For more about the Obama White House plans for health care, see http://www.whitehouse.gov/healthreform .
Various sites, articles, judicial arguments (etc.) of interest and often helpful:
• Repealing The Affordable Care Act Could Be More Complicated Than It Looks (Julie Rovner, Kaiser Health News, 11-9-16). President-elect Donald Trump has pledged to end the Affordable Care Act. But promising to make the law go away, and actually figuring out how to do it, are two very different things. Interesting analysis.
• The Complex Mess of Health Insurance (David Leonhardt, OpEd, NY Times, 1-5-17) "A lot of Americans are deeply frustrated by the logistical headaches built into our health care system. Strikingly, some of the Trump voters told Kaiser that they resented lower-income people who were enrolled in Medicaid, which they viewed as a better deal. Medicaid has its own complexities (and its own problems), but government-run programs do tend to be simpler than private ones. It’s true of Medicare, and it’s true of single-payer systems in other countries....Wouldn’t that be ironic? The Republican passion for getting rid of Obamacare could ultimately lead to a bigger dose of Big Government."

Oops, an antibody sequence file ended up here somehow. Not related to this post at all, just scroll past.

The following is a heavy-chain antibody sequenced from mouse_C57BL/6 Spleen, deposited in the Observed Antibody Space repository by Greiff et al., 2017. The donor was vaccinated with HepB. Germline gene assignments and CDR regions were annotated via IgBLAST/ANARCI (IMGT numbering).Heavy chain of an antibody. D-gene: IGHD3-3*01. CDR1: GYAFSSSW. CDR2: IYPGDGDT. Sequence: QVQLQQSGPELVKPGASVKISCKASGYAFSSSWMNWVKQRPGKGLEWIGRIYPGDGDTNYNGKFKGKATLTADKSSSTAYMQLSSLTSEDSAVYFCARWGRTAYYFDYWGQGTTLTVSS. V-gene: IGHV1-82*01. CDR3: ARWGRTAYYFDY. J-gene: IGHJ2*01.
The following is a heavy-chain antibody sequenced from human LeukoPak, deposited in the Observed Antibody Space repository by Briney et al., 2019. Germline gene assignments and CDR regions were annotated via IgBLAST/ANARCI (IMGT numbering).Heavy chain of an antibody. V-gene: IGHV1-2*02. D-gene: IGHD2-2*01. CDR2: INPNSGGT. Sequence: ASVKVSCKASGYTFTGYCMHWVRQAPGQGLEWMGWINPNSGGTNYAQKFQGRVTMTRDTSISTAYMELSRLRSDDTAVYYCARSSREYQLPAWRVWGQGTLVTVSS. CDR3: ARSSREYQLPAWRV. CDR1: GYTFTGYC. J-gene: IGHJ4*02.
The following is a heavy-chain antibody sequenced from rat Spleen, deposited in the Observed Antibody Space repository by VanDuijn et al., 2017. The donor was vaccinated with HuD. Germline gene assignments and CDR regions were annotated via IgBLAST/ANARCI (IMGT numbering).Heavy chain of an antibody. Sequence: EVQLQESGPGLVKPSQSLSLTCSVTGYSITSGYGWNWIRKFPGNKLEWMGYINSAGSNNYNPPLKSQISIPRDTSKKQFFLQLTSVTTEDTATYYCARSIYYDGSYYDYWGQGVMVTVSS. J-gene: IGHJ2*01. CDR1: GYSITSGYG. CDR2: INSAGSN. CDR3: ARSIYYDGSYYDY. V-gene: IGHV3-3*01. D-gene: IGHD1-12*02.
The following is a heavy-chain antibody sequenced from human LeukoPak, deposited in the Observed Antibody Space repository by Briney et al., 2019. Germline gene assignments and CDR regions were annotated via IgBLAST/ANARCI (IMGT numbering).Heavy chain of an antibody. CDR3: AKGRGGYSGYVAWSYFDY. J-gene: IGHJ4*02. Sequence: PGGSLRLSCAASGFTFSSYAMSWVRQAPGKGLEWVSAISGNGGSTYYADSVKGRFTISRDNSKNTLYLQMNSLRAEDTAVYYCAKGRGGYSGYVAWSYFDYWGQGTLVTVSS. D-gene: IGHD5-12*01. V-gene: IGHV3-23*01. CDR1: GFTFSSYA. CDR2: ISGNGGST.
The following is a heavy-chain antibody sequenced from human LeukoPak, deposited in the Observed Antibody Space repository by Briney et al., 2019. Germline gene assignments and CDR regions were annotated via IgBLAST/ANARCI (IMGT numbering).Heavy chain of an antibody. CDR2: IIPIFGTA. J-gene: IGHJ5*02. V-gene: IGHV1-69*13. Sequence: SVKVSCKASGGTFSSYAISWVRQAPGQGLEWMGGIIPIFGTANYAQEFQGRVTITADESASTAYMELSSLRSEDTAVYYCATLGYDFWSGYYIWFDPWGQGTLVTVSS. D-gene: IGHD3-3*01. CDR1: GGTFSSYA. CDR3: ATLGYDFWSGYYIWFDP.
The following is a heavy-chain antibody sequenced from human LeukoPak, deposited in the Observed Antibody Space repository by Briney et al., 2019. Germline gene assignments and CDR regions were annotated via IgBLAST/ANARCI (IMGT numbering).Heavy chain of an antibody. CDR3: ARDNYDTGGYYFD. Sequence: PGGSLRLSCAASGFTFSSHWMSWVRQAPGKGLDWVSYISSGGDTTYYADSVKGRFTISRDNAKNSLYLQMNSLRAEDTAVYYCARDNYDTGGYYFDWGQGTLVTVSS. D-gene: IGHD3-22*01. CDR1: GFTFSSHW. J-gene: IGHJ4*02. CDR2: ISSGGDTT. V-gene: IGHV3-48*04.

• Health Care Reform: What It Is, Why It's Necessary, How It Works by Jonathan Gruber (clear explanations in graphic novel format of the Affordable Care Act, by an MIT economist, and one of the architects of both RomneyCare and ObamaCare). Here's YouTube version, in short.